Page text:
Fellowship alumni also are department heads and assistant department heads in such areas as budget, public works and neighborhoods, and administrators in solid waste and transportation divisions. Others are management assistants or analysts in city manager, city council, economic development and human resources offices.

While most work in municipal or county government, many alumni serve in other types of government roles, as well as in nonprofits and the private sector.

“I’ll be sharing with the fellows my experience from 27 years in Mesa and help them gain the knowledge of many professionals in the field of local government,” Kent said. “I am fortunate to have a network of brilliant colleagues including fellowship alumni here in Arizona and across the country who are willing to assist me in helping the fellows learn and grow.”

Kent has other ties with her new responsibilities. She was involved in the 2023 creation of the Jane L. Morris Fellowship, named for a dedicated former Phoenix deputy city manager and former executive director of Phoenix-Mesa Gateway Airport.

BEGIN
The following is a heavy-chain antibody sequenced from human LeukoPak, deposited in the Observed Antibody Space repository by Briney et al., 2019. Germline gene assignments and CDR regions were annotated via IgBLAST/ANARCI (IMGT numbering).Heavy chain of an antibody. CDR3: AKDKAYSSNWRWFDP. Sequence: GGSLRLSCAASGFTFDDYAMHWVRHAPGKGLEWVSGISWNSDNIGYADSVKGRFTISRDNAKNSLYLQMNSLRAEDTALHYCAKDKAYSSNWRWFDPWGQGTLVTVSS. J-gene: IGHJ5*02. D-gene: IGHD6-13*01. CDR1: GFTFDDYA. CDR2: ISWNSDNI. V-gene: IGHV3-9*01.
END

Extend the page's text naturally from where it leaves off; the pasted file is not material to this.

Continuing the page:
A generous gift from the family of Morris, who died in 2016, and her late husband, former Mesa assistant city manager Bryan Raines, who died in 2023, funds one of the fellows chosen each year for the two-year Marvin Andrews Fellowship in Urban Management. The selected student is designated as the Morris Fellow. Morris’ name is included with the fellowships’ original namesake, former Phoenix City Manager Marvin Andrews, who served for 13 years in that capacity. Andrews died in 2004.

In 2023, the Harrell-Hutchinson Visiting Professional program was added to the school, bringing a seasoned city management professional to ASU for a year to work with students preparing for local government careers. Kent said this part of the job excited her, because during her time with Mesa, she often worked with the position’s namesakes and benefactors, former Chandler City Manager Lloyd Harrell and former Mesa City Manager Mike Hutchinson, each of whom she had known for decades.

Plans to expand cohort